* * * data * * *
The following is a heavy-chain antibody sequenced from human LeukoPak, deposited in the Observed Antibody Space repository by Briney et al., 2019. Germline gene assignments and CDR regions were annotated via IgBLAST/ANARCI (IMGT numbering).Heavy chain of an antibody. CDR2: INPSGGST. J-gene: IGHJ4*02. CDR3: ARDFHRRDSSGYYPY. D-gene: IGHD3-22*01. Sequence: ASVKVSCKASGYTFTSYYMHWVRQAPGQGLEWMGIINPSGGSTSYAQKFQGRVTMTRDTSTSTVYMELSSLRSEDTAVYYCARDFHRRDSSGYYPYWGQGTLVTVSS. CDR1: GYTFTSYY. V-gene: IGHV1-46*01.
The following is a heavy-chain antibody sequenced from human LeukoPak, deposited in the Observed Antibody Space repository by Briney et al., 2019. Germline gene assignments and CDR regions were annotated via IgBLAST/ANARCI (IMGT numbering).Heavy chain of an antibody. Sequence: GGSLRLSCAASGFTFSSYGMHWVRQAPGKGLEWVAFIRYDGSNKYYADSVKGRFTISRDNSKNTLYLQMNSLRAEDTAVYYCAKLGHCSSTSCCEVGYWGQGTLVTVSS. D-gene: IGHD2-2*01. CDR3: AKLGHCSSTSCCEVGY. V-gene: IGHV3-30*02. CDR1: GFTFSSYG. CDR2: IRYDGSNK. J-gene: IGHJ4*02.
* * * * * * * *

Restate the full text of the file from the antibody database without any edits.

The following is a heavy-chain antibody sequenced from human LeukoPak, deposited in the Observed Antibody Space repository by Briney et al., 2019. Germline gene assignments and CDR regions were annotated via IgBLAST/ANARCI (IMGT numbering).Heavy chain of an antibody. CDR2: INPSGGST. J-gene: IGHJ4*02. CDR3: ARDFHRRDSSGYYPY. D-gene: IGHD3-22*01. Sequence: ASVKVSCKASGYTFTSYYMHWVRQAPGQGLEWMGIINPSGGSTSYAQKFQGRVTMTRDTSTSTVYMELSSLRSEDTAVYYCARDFHRRDSSGYYPYWGQGTLVTVSS. CDR1: GYTFTSYY. V-gene: IGHV1-46*01.
The following is a heavy-chain antibody sequenced from human LeukoPak, deposited in the Observed Antibody Space repository by Briney et al., 2019. Germline gene assignments and CDR regions were annotated via IgBLAST/ANARCI (IMGT numbering).Heavy chain of an antibody. Sequence: GGSLRLSCAASGFTFSSYGMHWVRQAPGKGLEWVAFIRYDGSNKYYADSVKGRFTISRDNSKNTLYLQMNSLRAEDTAVYYCAKLGHCSSTSCCEVGYWGQGTLVTVSS. D-gene: IGHD2-2*01. CDR3: AKLGHCSSTSCCEVGY. V-gene: IGHV3-30*02. CDR1: GFTFSSYG. CDR2: IRYDGSNK. J-gene: IGHJ4*02.